Scottish hip-hop

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Scottish hip-hop is the regional manifestation of the British hip hop culture in Scotland, comprising the five elements of MCing, DJing, beatboxing, graffiti and b-boying.[1]

History[edit]

In the 1980s, elements of hip hop culture had spread to Scotland.

In the late 1980s artists such as Two Tone Committee, Krack Free Media, Dope Inc (first proper Scottish hip hop artist on vinyl) and into the early 90's with Zulu Syndicate, Major Threat, and UTI (Under The Influence) laid the groundwork for a Scottish Hip Hop subculture, rapping consciously about their own lives and problems in their own voices rather than emulating American rappers of the time.[2][3] In Glasgow, Steg G & the Freestyle Master were producing work that added a west coast twist to Scottish rap.[2][3]

In the early 2010s, a defined scene became more visible in the mainstream for various reasons.

Firstly, the emergence of "written" battle rap as a defined artform led to greater exposure of the scene as whole, thanks to the creation of battle events in both Edinburgh & Glasgow by Werd (S.O.S) & Nity Gritz.[4] This even culminated in a Scotsman becoming the de facto UK battle rap champion when Soul became the Don't Flop champion in 2015.[5]

Several artists within the hip hop community also became galvanised by the Scottish independence referendum, 2014. The likes of Loki[6] and Stanley Odd championed the Yes vote. The former emerged as an activist and cultural voice on behalf of the hip hop community, while the latter went viral with their single "Son, I Voted Yes".[7]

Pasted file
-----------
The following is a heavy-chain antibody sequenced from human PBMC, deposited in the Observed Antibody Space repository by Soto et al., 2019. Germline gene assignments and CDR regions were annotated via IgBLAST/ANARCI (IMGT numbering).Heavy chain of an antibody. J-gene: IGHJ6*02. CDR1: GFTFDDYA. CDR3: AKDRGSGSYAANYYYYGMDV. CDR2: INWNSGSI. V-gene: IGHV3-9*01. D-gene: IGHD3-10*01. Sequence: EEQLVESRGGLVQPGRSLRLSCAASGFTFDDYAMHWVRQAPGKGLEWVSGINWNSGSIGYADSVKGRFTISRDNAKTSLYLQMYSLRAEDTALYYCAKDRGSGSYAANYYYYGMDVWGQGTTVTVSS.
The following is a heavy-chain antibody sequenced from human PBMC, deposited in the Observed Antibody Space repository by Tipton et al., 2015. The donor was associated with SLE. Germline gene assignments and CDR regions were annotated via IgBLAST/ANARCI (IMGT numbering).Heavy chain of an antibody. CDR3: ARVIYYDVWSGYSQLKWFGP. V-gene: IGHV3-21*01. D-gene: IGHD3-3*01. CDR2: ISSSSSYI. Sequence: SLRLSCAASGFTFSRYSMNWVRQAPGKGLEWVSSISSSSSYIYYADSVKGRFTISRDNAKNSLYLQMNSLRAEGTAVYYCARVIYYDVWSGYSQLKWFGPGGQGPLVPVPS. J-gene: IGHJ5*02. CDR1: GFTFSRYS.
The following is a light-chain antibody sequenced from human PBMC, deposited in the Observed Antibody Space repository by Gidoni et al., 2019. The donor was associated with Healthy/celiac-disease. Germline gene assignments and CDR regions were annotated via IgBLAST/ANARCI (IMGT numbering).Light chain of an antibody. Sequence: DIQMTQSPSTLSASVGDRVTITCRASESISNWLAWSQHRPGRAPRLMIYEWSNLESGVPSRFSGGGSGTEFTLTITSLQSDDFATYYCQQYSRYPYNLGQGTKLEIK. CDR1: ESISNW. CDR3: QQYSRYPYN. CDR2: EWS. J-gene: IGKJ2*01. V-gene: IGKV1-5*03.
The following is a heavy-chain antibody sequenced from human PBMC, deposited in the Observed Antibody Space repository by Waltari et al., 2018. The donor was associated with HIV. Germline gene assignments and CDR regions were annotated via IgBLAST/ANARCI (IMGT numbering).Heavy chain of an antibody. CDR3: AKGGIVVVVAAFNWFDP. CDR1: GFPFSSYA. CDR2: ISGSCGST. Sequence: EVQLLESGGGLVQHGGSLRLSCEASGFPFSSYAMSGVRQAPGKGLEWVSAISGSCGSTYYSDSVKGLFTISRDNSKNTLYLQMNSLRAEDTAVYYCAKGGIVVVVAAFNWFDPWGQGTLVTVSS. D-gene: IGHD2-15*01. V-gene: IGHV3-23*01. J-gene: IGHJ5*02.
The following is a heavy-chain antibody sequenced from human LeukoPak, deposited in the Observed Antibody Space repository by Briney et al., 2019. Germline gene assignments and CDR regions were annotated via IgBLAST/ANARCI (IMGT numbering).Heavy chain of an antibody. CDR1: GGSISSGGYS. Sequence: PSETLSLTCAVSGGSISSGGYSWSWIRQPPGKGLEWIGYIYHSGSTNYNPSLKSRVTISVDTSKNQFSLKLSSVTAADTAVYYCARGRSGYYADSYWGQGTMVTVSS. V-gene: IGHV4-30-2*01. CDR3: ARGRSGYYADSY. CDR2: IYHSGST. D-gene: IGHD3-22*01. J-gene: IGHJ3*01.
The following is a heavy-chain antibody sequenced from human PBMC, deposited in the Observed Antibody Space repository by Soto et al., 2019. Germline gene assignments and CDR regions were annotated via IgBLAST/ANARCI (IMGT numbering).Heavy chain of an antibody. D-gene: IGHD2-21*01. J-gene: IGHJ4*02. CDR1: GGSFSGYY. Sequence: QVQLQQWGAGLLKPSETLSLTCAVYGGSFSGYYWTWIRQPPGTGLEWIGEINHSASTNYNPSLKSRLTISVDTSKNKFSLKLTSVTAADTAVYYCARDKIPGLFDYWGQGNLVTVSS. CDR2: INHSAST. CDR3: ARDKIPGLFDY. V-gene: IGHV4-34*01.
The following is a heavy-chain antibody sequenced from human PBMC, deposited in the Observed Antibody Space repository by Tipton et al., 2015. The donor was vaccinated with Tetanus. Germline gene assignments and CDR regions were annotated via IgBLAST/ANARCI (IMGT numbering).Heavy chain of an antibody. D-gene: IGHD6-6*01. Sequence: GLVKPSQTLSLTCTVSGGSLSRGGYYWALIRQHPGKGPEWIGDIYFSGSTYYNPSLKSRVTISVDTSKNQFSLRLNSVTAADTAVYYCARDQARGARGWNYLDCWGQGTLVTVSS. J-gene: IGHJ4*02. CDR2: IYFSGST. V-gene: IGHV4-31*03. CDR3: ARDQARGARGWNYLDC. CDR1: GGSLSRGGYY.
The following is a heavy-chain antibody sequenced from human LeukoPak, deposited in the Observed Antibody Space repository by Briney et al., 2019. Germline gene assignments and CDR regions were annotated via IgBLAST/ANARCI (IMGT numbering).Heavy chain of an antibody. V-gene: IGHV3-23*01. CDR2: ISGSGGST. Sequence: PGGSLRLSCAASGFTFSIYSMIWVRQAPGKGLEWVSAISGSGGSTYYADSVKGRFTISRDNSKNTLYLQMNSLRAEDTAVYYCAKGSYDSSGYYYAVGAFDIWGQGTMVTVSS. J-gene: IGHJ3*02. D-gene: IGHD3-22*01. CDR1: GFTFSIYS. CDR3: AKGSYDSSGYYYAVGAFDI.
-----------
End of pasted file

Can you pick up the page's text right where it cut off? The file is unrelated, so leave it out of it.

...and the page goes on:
Elsewhere, several acts within the scene broke into the mainstream. The likes of Hector Bizerk and The LaFontaines earned prestigious slots at the T in the Park festival, as well as widespread critical recognition. Meanwhile, Young Fathers, a hip hop group from Edinburgh, achieved UK-wide success with their album "Dead", for which they won the Mercury prize. While Edinburgh's Madhat McGore pushed the music further down south, working with English acts and appearing on Charlie Sloth's BBC Fire In The Booth.[8]

Breakdancing[edit]

From the inception of Hip hop culture in Scotland, break dancing became a popular dance form. Castle Rocks was Scotland's biggest ever bboy competition and attracted competitors from Korea, Brazil, France, Belgium, the Netherlands, Norway etc. and across the UK. It was established in 2005 and ended in 2012.

References[edit]

  1. ^ "Scottish Rap | Feature". Flickermagazine.co.uk. Retrieved 15 September 2013. 
  2. ^ a b Galloway, Vic (15 April 2012). "The urban myth". The Herald. Retrieved 17 June 2015. 
  3. ^ a b Brooks, Libby (30 April 2014). "Rhymes and reason: Scottish rappers take on voter apathy". The Guardian. 
  4. ^ Rimmer, Jonathan (1 December 2014). "BRISTO BATTLES ROUND UP". SSU Blog. Retrieved 3 July 2015. 
  5. ^ Chris Mitchell (26 April 2015). "Soul Crowned New Don't Flop Champion". Retrieved 3 July 2015. 
  6. ^ Rimmer, Jonathan (24 March 2014). "Independence & Hip Hop: Loki and the Referendum From an MC's Perspective". Scotland Standup Blog. Retrieved 3 July 2015. 
  7. ^ "Stanley Odd - Son,, I Voted Yes". Retrieved 3 July 2015. 
  8. ^ "Madhat McGore Fire In The Booth". Retrieved 3 July 2013.